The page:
Anecdotes and other notes …
Canadians, we are told by our proliferation of pundits, have something on their minds. The who, what, when where, why and how of recession and its accompanying ills are on their minds. Elections and consistently inconsistent politics are not.
Anecdotes, another level of pundits tells me, are teaching tools – nail-sinkers, they called them – to firmly drive home arguments. Apparently, once upon a time, they were called parables. Fortunately some include a smile to relieve the tension one builds up listening, watching and reading about political machinations, which they constantly reminded, are for our own good.
I present two which are bouncing around the land. The first includes one of our historic, oft unsung hero, the prospector.
This old prospector walks into town with his tired old mule. After a long time in the bush he was ready for a spree. While the miner is tying up his mule and brushing the dust off, a young gunslinger walks out of the saloon, gun in one hand and a bottle of whiskey in the other.
The gunslinger leers at the old man, laughs and says, “Hey old man, have you ever danced?” The prospector looked up at the gunslinger and said, “Nope never did, never wanted to.”
A crowd gathered and the gunslinger says, “Well, you old fool, you’re gonna’ dance now,” and started shooting at the prospector’s feet.
He hopped around like a hen on a hot griddle, and the crowd joined in, laughing.
The gunslinger fired his last bullet, holstered his gun and turned around to go back into the saloon, when he heard two loud clicks, froze, turned around to find himself staring into the muzzle of a double barreled shotgun the prospector had taken from his mule’s pack.
The crowd, watching intensely, like the gunslinger, were as quiet as mice.
The prospector asked the gunslinger, “Did you ever kiss a mule square on the butt?”
The gunslinger swallowed hard, “No. But I’ve always wanted to?”
The moral of the story is obvious: never mess with oldtimers, or, may we add, weary voters if you’re politicians bent on an election spree.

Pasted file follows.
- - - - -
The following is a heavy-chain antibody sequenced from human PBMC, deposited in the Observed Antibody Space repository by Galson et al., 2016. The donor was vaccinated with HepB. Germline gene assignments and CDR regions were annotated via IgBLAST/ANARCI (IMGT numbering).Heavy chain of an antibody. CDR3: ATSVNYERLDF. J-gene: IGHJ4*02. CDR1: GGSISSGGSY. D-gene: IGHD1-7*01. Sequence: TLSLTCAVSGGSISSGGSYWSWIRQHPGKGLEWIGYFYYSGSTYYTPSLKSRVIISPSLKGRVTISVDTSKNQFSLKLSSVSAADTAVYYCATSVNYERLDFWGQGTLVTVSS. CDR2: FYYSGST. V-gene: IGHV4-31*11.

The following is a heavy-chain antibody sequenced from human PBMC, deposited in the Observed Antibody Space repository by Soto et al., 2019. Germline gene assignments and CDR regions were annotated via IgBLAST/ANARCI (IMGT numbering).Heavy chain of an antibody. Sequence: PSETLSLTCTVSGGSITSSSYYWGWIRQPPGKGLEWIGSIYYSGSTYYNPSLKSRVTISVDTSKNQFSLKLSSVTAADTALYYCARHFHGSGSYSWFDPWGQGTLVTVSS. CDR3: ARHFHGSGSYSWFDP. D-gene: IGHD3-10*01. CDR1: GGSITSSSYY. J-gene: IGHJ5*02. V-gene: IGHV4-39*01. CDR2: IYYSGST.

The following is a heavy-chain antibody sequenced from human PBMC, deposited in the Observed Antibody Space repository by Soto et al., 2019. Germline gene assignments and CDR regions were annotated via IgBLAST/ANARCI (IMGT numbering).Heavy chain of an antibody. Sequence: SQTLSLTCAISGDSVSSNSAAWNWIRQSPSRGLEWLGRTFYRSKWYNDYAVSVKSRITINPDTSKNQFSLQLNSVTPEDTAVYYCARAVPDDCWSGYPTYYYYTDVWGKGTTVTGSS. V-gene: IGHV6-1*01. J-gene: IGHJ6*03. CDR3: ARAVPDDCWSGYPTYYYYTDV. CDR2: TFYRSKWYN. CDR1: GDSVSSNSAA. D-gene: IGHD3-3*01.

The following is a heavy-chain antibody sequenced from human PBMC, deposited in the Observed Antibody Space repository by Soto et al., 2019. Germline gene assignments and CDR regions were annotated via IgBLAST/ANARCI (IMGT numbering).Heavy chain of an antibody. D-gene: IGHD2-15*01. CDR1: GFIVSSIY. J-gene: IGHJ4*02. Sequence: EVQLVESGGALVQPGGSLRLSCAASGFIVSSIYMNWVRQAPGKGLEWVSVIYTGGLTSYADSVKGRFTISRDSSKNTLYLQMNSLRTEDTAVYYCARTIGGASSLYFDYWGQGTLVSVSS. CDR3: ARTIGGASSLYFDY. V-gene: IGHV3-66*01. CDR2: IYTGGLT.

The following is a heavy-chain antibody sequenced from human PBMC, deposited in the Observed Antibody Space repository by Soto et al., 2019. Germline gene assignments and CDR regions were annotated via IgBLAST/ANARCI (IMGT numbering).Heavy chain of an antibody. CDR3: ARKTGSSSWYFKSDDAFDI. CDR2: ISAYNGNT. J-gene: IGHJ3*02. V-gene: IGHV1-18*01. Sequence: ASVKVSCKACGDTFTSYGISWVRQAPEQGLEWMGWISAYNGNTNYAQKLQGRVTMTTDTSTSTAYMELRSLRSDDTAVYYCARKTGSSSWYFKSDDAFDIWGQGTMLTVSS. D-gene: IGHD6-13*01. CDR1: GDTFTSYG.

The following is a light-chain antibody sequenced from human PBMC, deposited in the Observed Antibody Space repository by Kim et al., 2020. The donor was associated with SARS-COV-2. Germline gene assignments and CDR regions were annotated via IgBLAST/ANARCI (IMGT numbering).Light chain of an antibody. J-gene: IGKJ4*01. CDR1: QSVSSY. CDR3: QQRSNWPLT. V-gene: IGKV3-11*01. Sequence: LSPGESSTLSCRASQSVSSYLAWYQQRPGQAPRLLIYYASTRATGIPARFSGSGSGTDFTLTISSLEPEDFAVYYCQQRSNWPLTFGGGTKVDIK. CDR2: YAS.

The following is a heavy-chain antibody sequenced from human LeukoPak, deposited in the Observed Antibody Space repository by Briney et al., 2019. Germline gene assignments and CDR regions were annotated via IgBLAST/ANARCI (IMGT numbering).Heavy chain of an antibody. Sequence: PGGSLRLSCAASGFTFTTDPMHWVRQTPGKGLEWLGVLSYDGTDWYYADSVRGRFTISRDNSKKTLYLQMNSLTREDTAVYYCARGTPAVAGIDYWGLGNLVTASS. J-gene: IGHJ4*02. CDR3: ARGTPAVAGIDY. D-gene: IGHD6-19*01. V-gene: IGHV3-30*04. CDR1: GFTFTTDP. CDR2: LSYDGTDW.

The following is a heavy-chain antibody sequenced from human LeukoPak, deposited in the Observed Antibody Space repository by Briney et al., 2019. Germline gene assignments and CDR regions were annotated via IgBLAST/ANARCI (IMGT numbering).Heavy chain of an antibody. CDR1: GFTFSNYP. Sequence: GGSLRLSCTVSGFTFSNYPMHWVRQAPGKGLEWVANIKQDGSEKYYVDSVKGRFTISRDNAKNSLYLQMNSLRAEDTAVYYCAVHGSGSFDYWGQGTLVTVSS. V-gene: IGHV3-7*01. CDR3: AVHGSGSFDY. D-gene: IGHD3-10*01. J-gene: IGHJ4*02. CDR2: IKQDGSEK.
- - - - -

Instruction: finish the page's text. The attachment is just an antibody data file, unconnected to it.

The second anecdote comes from a friend who claims it’s an explanation of how we got into the financial black hole called The Recession, which a $300-million election will not help.
Once upon a time, in a place where hordes of monkeys lived, a man came and told the villagers he would buy monkeys for $10 each. The villagers began trapping them.
The man bought thousands at $10, but because of intense harvesting supply dropped and the villagers stopped catching monkeys.
The man then offered $20 per monkey, renewing the hunt.
The supply diminished further and the people stopped trapping again. The man’s offer increased to $25 each. Out they went again, and the supply of monkeys became so few it was difficult to see a monkey, let alone catch it!
The man now offered $50 each, telling them his assistant would buy monkeys for him, as he had business in the city.
With the man gone the assistant offered a deal to the villagers: “Look at all these monkeys in the big cage the man has collected. I’ll sell them to you at $35, and when the man returns, you can sell them to him for $50 each.”
The villagers rounded their savings, borrowed all the money they could, and bought all the monkeys.
They never saw the man, nor his assistant again, only monkeys everywhere!
Now, according to my friend, we have a better understanding of how Wall Street brokers, financial advisers, and politicians finagled (or did they lead us?) into this financial downturn, as they like to call it, and they want our blessing in an unwanted election.
But as an objective adviser said, we must remember we were there too, with our eyes and wallets wide open.
A tip of the hat to wise friends who know laughter helps, and heals too.
May we revel in autumn’s sights and sounds, especially the haunting calls of geese, swans, and loons gathering and moving south, and ah, ‘tis a fairy tale I know, but imagine how wonderful it would be if those politicians spoiling for an election fight would follow them, leaving us the winter to relax and settle down? And spring and summer too come to think of it!